were not involved. We emphasized the importance of this factor in Galvin v. Einwechter, 187 Pa. Superior Ct. 120, 144 A.2d 471, wherein we said: "The difficulty with appellant's contention is that it fails to accord any significance whatever to the important circumstance that Galvin had entered the intersection with the traffic light in his favor". We held in that case that, while a motorist approaching a street intersection must always be vigilant, he cannot be held to the same high degree of care at an intersection with a traffic light giving him the right of way as at an intersection where there is nothing to regulate the right of way. In the words of Judge WOODSIDE in Jordan v. Kennedy, 180 Pa. Superior Ct. 593, 119 A.2d 679: "He need not approach an intersection with a green traffic light quite so slowly, nor look so continuously for approaching traffic, first because he has a right to assume traffic on the intersecting street will stop for the red light and secondly because he must divide his attention between approaching traffic and the light ... To hold that there is the same degree of care imposed upon a motorist with a favorable light as one without any right of way would thwart the purpose of traffic lights to facilitate the flow of traffic". No traveller on the highway is required to anticipate that other travellers will violate the law: Gross v. Smith, 388 Pa. 92, 130 A.2d 90. See also Taylor v. Mountz, 387 Pa. 321, 127 A.2d 730.
In the case at bar, the testimony of appellant and his witness, Solo, entirely fails to establish contributory negligence as a matter of law. Appellant stopped on Deary Street and waited for the traffic light to change from red to green. When it changed, Solo blew his horn and, as to what happened thereafter, appellant testified as follows: "A. I put my truck in gear, took a look to my left and took a look down
[ 194 Pa. Super. Page 72]
Chaucer Avenue and started out onto Lincoln Avenue ... Q. When you looked to your left along Lincoln Avenue did you see anything? A. I saw a street car a couple hundred feet up to my left ... Q. When you saw this green light and the street car close to 200 feet up Lincoln Avenue to your left, what did you do? A. I didn't do anything. I took a look down Chaucer Avenue and made a right-hand turn ... Q. What happened as you were making this turn or after you made the turn? A. I wasn't - I was almost through my turn and the next thing I knew it was just like the truck blew up. There was a terrific crash and after that it was pretty much of a blank to me".
The court en banc placed great weight upon the fact that appellant looked only once before entering the intersection. Apparently, the court was led astray by our ruling in Widson v. Philadelphia Rapid Transit Co., 113 Pa. Superior Ct. 168, 172 A. 164 (the only case cited involving traffic signals). In that case the plaintiff looked to both left and right before entering the intersection. She proceeded across the first of two tracks and was struck by a street car coming from her right as she crossed the second track. This court held that she was contributorily negligent if she did not look a second time before crossing the second track, and sent the case back for re-trial to determine this fact. It is obvious that the Widson case does not control the case at bar. Appellant was not encroaching upon the second, or eastbound track. He did look to his left before entering the intersection and turning down the west bound track. His testimony placed the trolley at that time east of and beyond both red traffic signals.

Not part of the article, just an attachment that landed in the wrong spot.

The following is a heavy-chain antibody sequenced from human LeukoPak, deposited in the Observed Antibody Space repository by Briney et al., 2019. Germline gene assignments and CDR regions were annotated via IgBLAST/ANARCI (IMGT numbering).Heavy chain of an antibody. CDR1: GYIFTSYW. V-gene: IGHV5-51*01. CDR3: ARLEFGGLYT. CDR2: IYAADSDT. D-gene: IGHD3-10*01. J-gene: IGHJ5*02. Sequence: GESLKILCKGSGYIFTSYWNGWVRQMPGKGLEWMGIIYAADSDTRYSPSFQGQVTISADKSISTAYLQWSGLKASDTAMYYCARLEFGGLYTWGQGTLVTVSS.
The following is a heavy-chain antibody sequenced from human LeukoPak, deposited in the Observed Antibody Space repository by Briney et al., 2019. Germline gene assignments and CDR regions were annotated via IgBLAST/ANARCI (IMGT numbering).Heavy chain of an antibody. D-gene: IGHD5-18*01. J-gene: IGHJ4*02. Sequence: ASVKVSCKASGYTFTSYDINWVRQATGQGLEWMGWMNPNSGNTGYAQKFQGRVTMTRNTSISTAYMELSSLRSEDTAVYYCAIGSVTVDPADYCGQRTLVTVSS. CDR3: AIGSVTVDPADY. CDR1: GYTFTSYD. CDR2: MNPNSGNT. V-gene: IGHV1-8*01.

In the words of Mr. Justice, now Chief Justice, JONES in Zurcher v. Pittsburgh Railways Co., 353 Pa. 212, 44 A.2d 581: "There is nothing in the evidence
[ 194 Pa. Super. Page 73]
from which a court could conclusively find as a matter of law that the plaintiff exercised his right of way carelessly". While motorists must look for approaching street cars and have their vehicles under control, there is no fixed duty on them to stop before crossing over trolley tracks: O'Connor v. Philadelphia Sub. Transp. Co., 362 Pa. 404, 66 A.2d 818. A driver of a motor vehicle may not proceed blindly in reliance upon his right of way, but if he has the right of way and sees an approaching automobile or street car giving no indication that it will not yield to his superior right, he is not negligent in proceeding upon that assumption: Balkie v. Philadelphia Rapid Transit Co., 331 Pa. 93, 200 A. 52.
Appellee relies on such cases as MacDougall v. Chalmers, 192 Pa. Superior Ct. 401, 162 A.2d 51, and Perpetua v. Phila. Transportation Co., 380 Pa. 561, 112 A.2d 337, which stand for the proposition that "a man may not say he looked and did not see when the danger is apparent". This argument is not persuasive in view of appellant's positive testimony that he looked and did see the street car 200 feet away. Appellee attempts to bolster the argument by pointing to the testimony of appellant's witness, Solo, that when he observed the street car it was 80 or 90 feet away and moving at a speed of 40 or 45 miles an hour. But it is important to note that this was the situation, not when appellant was at the curb line of Lincoln Avenue, but after appellant had entered Lincoln Avenue to make the turn to his right. In the interval, Solo had moved his car to the curb line of Lincoln Avenue preparatory to making his turn to the left." Q. At the time when you first saw the street car where was the Sweet Clean Laundry truck? A. He started to make his turn from Deary Street into Lincoln Avenue. Q. Well was he already onto Lincoln Avenue? A. He
[ 194 Pa. Super. Page 74]
was good ways around the turn there. Yes, he was on Lincoln Avenue".
The court en banc also attempts to cast doubt upon appellant's statement that the street car was 200 feet away when he saw it. This was clearly for the jury: Smith v. Flannery, 383 Pa. 526, 119 A.2d 224. Appellant's uncontradicted testimony indicates that, at the time he saw the street car, there was nothing significant about its speed. He was even unable to say whether it was in motion at the time. There was no evidence whatsoever to indicate that appellant knew or should have known that the street car would not stop at the intersection. His attention then was upon completing his turn. "But after you make your turn you concentrate everything on the right-hand turn so you don't go into the other lane coming up too. It is a difficult turn with the truck".
In summary, it is our view that Judge SOFFEL was correct in submitting the issue of appellant's contributory negligence to the jury. As stated in her charge: "And I would also say to this jury that if he drove into the intersection when the street car was 200 feet away, that in itself would not convict him of negligence". The jury necessarily found that appellant was justified in acting on the assumption that the street car would observe the traffic signals. It follows that the court en banc should not have disturbed the verdict.
Judgment reversed and here entered for appellant on the verdict.